TP
I still have the log file but I haven't done the analysis you suggested, which is a good one. Often I forget the step to analyze the data to figure out why something worked.... ;-).
 

plugger

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Very interesting John. Did you capture all the GNSS data or enough to post process to determine the position of the satellites that remained in lock? ie. were/are you able to verify the ones that stayed in lock were low or close to the horizon? This feedback/advice is priceless - thanks!

TP
Hey Troy, not sure how much it'll help but this post got me to dig up my TeleGPS eeprom file from my MD L flight at the last Thunda and export it to CSV. You can see the results below. I took the liberty of deleting columns and rows that weren't very valuable imo.

tgps-eeprom-L935.png


As you can see I went from 13 to 4 satellites during boost and it took ~10 seconds from liftoff to get near the same number of satellites locked as I did on the pad. Also, you can see that I lost lock for 5 seconds during boost which also coincides with the big swing in DOP. Speaking of which, I'm not sure what to make of the DOP figures, but I'm sure someone more versed in this stuff could explain it.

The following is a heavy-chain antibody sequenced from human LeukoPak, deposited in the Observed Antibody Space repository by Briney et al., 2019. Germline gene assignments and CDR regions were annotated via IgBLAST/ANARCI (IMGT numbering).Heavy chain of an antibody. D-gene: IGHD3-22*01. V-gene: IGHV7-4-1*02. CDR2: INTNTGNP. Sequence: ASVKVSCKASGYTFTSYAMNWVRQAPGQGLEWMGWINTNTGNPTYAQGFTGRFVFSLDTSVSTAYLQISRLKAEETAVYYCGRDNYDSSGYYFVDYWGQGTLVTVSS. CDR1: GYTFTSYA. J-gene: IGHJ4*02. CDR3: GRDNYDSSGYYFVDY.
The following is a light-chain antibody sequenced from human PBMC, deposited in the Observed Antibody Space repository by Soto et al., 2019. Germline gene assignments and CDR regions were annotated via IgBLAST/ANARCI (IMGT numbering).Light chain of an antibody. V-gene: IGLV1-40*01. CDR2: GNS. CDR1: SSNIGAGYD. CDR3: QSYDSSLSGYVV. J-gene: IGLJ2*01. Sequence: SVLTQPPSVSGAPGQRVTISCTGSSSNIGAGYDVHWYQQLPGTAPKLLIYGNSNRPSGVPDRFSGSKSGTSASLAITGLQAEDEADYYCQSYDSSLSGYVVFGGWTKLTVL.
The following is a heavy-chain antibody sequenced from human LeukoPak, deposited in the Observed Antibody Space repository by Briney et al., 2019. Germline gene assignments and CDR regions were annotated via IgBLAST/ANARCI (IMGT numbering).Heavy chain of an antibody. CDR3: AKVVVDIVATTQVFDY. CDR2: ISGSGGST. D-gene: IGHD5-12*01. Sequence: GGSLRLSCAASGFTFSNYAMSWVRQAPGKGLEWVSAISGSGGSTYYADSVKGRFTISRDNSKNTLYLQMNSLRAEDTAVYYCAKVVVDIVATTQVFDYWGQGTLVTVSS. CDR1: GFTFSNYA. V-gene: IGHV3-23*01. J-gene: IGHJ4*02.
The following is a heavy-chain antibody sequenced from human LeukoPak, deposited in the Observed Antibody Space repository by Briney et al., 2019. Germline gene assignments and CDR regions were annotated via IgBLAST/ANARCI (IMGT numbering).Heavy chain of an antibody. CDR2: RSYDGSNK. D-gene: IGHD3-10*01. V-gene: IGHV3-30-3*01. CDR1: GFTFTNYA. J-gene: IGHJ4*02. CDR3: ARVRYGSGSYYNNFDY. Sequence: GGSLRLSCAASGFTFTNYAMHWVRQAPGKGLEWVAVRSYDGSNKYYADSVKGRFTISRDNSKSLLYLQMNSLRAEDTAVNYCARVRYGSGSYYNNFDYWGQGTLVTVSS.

This was all off a uBlox 7 chipset (Max 7Q) from a TeleGPS v1.0 board. And here's the Raven summary from the same flight.

Raven3-Full-Clip-L935-Summary.jpg


Given the 'on paper' characteristics of the uBlox 9 chipset I'm really looking forward to having it ride along in a really aggressive flight. Back of the envelope math seems to indicate those chips have enough internal space to log ~36 hours of position data at a 1 Hz interval.

drew
 

rocket_troy

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Drew, that's also very interesting and quite helpful. That's one heck of an aggressive fight profile! Very interesting that you maintained lock with 4 sats through the eyeball-pulling phase. You don't by any chance have the NMEA GPGSV data for that flight? That would be really interesting to see what satellites held lock. Any special antenna used?

Thanks,

TP
 
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plugger

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Drew, that's also very interesting and quite helpful. That's one heck of an aggressive fight profile! Very interesting that you maintained lock with 4 sats through the eyeball-pulling phase. You don't by any chance have the NMEA GPGSV data for that flight? That would be really interesting to see what satellites held lock. Any special antenna used?
Thanks Troy. And no, I don't have the NMEA GPGSV data, AltOS only allows for export to csv or kml. It might be buried in the eeprom file somewhere but all the data is in Hex and I've not attempted to decode it. I'll throw it into CyberChef and see if I can get anything useful out of it when I get the chance.

As for antennas, it was a stock TeleGPS v1.0, so the standard patch antenna for GPS and a 1/4 wave whip for down link.